I try to force some kind of positive interaction – anything to alter the mood, or at least remind us both for a moment that we love each other. Sometimes I am successful; often he is so determinedly miserable that I am unable to breach his emotional hull.

My head still hurts, and I don’t have a way to end this post. There is no tidy closing, no hopeful Scarlett here to say, “…after all, tomorrow is another day!”

Tomorrow is another day. Another day to fight and struggle. Another day to read articles written by people with way too much influence who say that pediatric mental illness is not real. Another day to call Carter’s psychiatrist in hopes that we can make a tiny chemical adjustment and improve things. Another day to see Carter’s psychologist and try to learn something new that will make life a little more bearable. Another day to try to do all my living during the hours when Carter is at school and after he goes to sleep, because when he is home and awake, I am under siege.

Another day to drink too much coffee and swallow too much aspirin and try try try to control my feelings because Carter is incapable of controlling his.

Another day.

I want my nickels, dammit.

The Mother I Was, the Mother I Am, and the Mother I Wish I Could Be

Brian and Carter have gone to bed, closing out a day that I’d just as soon have skipped. There was yelling today. Also some stomping on the stairs, several episodes door slamming, and, of course, the requisite cursing.

I wish I could say that all the bad behavior belonged to the small person who has good reasons for being unable to manage his feelings, but sadly, no. Brian and I took turns getting down in the dirt and acting like jerks, too.

There were always days like this, days when parenting seemed like a shit job that for which I was simultaneously over-and-under qualified.

Then Carter came and I was, suddenly, out of my depth in almost every minute.

It’s been about 4,492,800 minutes since Carter was born and I think I’ve felt lost, overwhelmed, and/or afraid during at least 4,492,350 of those minutes.

Before Carter came, we taught our kids not to use what we called “rude words.” The list of rude words included all the usuals — fuck, shit, damn, bitch, ass, and all racial/homophobic/gender slurs —plus stupid and hate. Nobody used any of those words in our house unless the kids were asleep (except the slurs; nobody uses those, ever).

Now, it’s a rare and wonderful day when Carter doesn’t call me a fucking asshole or a stupid shit head. He can stomp up the stairs, scream I hate you, and slam his bedroom door with enough drama to put any hormone-flooded fifteen-year-old to shame.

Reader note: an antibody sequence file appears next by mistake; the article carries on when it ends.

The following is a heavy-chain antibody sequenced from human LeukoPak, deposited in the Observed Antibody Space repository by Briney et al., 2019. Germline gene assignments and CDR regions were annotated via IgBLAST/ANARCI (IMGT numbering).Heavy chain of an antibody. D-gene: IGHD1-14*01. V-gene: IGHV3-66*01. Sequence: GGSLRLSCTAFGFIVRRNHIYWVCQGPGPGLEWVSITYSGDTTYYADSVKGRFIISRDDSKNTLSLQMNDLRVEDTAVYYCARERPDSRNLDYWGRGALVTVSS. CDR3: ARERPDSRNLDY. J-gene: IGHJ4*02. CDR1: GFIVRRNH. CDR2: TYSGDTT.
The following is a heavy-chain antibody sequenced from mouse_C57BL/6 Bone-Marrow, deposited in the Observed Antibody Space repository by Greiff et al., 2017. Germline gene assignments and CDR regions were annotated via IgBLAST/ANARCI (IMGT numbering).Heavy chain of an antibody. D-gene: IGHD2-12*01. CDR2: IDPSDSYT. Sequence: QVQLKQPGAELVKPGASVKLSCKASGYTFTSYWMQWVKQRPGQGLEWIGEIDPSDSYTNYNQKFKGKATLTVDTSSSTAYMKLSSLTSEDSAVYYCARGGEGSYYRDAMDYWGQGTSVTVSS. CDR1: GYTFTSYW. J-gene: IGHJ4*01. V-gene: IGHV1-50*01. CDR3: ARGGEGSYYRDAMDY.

With Jacob, Abbie, and Spencer, I carefully, methodically, taught them to identify their feelings and name them. When they were tiny, I started with the four simplest: mad, sad, scared, happy. As they grew, I added more nuanced emotions: lonely, disappointed, excited. They learned to speak their own feelings and even to identify the feelings of others. One of my proudest moments was when Jacob, about 5 at the time, said, “I think you’re mad, Mommy. Is that why you’re yelling? Are you mad?” (Proud of him; not so much proud of my own yelling self.)

Now, when I name Carter’s feelings, I only escalate the situation. “Quit saying I’m angry you stupid fucking bitch!” In the moment when he says that, I hate myself for the anger that thumps in my chest.

I love him. Dear God, how I love him, my boy, my heart, my lovely and precious child. But in that moment, I can see my hand rising, feel the sting as it connects with his face. Redness and swelling and bruises.

I have never, but the wanting…God forgive me because the wanting feels like doing, and my brain knows it’s not the same but my heart is confused.

Our house was full of angry words this weekend. We added a new medicine two months ago and it worked — Carter’s agitation and anxiety (the things that drive much of his fury) decreased significantly. The medicine also made him fatigued and nauseous and caused him to have a migraine nearly everyday, so of course we had to stop.